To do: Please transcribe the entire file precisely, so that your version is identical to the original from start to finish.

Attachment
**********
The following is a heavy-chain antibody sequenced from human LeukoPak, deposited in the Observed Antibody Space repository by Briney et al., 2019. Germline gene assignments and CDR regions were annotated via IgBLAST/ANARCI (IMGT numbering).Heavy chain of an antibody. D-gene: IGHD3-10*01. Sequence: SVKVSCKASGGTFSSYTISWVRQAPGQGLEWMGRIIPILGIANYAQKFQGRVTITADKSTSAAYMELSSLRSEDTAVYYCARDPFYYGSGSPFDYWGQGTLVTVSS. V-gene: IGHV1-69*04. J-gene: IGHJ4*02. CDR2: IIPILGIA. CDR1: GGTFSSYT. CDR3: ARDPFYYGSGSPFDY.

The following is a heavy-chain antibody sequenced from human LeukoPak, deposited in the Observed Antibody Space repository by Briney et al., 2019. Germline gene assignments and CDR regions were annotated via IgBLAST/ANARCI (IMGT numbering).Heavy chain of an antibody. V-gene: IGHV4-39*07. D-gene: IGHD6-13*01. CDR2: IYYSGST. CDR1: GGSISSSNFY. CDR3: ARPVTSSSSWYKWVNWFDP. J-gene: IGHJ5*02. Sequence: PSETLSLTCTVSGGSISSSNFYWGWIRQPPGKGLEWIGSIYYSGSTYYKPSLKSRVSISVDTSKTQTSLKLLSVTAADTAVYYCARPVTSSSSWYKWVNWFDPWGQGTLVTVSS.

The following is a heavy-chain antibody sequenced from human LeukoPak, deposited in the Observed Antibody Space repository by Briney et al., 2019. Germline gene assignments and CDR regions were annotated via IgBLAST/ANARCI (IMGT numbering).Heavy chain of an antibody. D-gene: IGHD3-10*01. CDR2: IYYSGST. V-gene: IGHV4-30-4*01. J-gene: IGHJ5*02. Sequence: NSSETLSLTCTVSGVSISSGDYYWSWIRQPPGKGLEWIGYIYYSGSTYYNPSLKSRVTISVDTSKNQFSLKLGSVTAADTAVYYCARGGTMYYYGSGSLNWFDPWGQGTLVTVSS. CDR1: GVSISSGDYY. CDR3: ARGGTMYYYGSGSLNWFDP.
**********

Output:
The following is a heavy-chain antibody sequenced from human LeukoPak, deposited in the Observed Antibody Space repository by Briney et al., 2019. Germline gene assignments and CDR regions were annotated via IgBLAST/ANARCI (IMGT numbering).Heavy chain of an antibody. D-gene: IGHD3-10*01. Sequence: SVKVSCKASGGTFSSYTISWVRQAPGQGLEWMGRIIPILGIANYAQKFQGRVTITADKSTSAAYMELSSLRSEDTAVYYCARDPFYYGSGSPFDYWGQGTLVTVSS. V-gene: IGHV1-69*04. J-gene: IGHJ4*02. CDR2: IIPILGIA. CDR1: GGTFSSYT. CDR3: ARDPFYYGSGSPFDY.

The following is a heavy-chain antibody sequenced from human LeukoPak, deposited in the Observed Antibody Space repository by Briney et al., 2019. Germline gene assignments and CDR regions were annotated via IgBLAST/ANARCI (IMGT numbering).Heavy chain of an antibody. V-gene: IGHV4-39*07. D-gene: IGHD6-13*01. CDR2: IYYSGST. CDR1: GGSISSSNFY. CDR3: ARPVTSSSSWYKWVNWFDP. J-gene: IGHJ5*02. Sequence: PSETLSLTCTVSGGSISSSNFYWGWIRQPPGKGLEWIGSIYYSGSTYYKPSLKSRVSISVDTSKTQTSLKLLSVTAADTAVYYCARPVTSSSSWYKWVNWFDPWGQGTLVTVSS.

The following is a heavy-chain antibody sequenced from human LeukoPak, deposited in the Observed Antibody Space repository by Briney et al., 2019. Germline gene assignments and CDR regions were annotated via IgBLAST/ANARCI (IMGT numbering).Heavy chain of an antibody. D-gene: IGHD3-10*01. CDR2: IYYSGST. V-gene: IGHV4-30-4*01. J-gene: IGHJ5*02. Sequence: NSSETLSLTCTVSGVSISSGDYYWSWIRQPPGKGLEWIGYIYYSGSTYYNPSLKSRVTISVDTSKNQFSLKLGSVTAADTAVYYCARGGTMYYYGSGSLNWFDPWGQGTLVTVSS. CDR1: GVSISSGDYY. CDR3: ARGGTMYYYGSGSLNWFDP.